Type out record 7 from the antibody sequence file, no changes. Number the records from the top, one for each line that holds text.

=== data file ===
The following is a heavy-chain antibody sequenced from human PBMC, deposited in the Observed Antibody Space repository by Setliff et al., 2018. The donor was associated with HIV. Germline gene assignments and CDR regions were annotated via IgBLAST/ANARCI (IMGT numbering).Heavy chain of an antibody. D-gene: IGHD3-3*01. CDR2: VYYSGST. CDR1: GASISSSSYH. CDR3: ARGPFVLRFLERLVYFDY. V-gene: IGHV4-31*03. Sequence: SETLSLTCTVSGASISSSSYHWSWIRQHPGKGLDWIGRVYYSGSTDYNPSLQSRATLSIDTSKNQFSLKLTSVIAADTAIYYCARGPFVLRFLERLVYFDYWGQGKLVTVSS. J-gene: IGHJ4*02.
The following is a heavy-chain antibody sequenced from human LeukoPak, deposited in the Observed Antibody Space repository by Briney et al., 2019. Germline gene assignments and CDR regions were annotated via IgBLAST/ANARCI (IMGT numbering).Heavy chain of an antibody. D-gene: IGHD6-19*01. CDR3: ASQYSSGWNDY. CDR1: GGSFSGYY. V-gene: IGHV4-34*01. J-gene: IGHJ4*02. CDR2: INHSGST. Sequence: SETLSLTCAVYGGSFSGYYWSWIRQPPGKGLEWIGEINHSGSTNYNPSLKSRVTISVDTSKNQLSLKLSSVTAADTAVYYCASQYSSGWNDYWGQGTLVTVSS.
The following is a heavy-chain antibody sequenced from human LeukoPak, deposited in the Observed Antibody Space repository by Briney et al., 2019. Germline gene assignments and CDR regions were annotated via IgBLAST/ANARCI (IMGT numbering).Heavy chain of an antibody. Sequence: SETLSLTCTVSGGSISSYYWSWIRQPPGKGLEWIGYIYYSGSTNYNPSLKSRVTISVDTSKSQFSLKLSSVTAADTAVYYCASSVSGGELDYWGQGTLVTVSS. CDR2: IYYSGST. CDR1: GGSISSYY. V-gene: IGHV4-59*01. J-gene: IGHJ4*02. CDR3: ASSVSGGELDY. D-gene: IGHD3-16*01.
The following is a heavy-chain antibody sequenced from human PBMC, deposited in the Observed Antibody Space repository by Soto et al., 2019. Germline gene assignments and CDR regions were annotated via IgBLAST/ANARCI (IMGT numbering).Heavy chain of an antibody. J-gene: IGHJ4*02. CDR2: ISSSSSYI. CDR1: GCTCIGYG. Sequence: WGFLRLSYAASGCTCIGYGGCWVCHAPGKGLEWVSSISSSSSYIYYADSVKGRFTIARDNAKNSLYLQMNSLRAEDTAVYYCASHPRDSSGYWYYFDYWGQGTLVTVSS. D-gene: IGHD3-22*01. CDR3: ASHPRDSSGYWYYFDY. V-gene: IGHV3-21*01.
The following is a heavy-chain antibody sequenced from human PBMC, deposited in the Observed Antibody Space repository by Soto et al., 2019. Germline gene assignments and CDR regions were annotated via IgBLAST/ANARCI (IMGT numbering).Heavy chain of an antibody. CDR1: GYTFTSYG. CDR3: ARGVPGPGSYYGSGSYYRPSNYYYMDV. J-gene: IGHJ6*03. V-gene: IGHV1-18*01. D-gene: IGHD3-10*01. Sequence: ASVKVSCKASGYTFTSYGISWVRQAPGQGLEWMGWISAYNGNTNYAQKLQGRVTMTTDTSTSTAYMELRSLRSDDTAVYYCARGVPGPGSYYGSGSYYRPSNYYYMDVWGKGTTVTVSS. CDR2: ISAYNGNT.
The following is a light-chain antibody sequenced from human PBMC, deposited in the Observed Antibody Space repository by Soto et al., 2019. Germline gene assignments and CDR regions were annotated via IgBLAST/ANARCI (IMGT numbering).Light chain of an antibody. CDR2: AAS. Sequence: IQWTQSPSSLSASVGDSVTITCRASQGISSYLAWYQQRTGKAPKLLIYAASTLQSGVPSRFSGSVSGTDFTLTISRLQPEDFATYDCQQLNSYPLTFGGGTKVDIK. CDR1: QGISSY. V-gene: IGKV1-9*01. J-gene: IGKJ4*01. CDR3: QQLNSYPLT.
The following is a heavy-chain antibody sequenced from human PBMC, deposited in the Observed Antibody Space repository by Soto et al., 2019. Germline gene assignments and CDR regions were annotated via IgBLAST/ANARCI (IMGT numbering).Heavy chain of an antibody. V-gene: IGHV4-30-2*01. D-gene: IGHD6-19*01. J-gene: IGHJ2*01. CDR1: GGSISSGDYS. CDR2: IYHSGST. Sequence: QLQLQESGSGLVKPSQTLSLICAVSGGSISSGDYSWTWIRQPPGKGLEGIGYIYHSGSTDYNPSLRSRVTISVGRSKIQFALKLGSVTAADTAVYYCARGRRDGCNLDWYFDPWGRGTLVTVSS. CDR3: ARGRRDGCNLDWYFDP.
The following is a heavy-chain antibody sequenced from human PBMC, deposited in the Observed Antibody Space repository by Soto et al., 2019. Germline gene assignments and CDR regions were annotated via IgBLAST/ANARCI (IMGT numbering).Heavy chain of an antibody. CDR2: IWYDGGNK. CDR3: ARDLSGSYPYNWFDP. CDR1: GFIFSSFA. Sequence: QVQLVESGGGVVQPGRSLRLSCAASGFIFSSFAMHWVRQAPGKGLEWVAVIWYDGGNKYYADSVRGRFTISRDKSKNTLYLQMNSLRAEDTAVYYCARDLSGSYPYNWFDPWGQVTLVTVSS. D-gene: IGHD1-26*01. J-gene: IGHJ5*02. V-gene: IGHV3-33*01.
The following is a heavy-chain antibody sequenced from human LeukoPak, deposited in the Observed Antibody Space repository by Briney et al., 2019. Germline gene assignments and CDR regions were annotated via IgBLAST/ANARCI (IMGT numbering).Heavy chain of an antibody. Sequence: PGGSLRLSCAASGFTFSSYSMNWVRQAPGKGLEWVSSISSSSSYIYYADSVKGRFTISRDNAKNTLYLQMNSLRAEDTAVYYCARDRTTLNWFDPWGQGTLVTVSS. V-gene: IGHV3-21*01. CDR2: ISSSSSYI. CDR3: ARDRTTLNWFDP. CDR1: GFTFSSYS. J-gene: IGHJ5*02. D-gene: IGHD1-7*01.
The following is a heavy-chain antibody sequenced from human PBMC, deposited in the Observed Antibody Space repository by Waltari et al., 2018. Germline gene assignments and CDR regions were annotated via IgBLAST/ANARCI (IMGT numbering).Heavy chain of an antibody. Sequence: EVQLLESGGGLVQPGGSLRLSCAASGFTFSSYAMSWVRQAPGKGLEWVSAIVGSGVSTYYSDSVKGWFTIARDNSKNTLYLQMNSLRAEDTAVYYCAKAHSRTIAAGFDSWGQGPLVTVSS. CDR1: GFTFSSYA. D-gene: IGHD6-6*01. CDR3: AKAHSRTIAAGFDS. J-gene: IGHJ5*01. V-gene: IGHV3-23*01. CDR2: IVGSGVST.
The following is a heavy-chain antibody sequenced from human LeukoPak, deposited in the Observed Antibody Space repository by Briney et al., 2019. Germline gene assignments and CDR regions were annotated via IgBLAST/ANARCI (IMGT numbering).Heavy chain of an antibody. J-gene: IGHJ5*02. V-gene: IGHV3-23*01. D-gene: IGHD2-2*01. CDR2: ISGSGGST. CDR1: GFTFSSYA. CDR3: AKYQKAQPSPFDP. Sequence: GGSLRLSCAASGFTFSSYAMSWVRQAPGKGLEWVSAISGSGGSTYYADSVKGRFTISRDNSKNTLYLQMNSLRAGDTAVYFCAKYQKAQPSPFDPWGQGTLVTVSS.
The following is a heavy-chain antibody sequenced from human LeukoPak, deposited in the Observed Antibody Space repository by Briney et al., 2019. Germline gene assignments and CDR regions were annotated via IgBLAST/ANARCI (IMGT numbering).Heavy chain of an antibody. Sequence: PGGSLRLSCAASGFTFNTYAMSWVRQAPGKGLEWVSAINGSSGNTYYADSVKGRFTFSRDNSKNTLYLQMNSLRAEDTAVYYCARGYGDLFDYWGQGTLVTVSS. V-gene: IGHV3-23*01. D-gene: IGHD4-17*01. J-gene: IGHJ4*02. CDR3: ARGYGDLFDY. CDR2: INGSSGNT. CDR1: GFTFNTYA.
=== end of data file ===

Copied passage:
The following is a heavy-chain antibody sequenced from human PBMC, deposited in the Observed Antibody Space repository by Soto et al., 2019. Germline gene assignments and CDR regions were annotated via IgBLAST/ANARCI (IMGT numbering).Heavy chain of an antibody. V-gene: IGHV4-30-2*01. D-gene: IGHD6-19*01. J-gene: IGHJ2*01. CDR1: GGSISSGDYS. CDR2: IYHSGST. Sequence: QLQLQESGSGLVKPSQTLSLICAVSGGSISSGDYSWTWIRQPPGKGLEGIGYIYHSGSTDYNPSLRSRVTISVGRSKIQFALKLGSVTAADTAVYYCARGRRDGCNLDWYFDPWGRGTLVTVSS. CDR3: ARGRRDGCNLDWYFDP.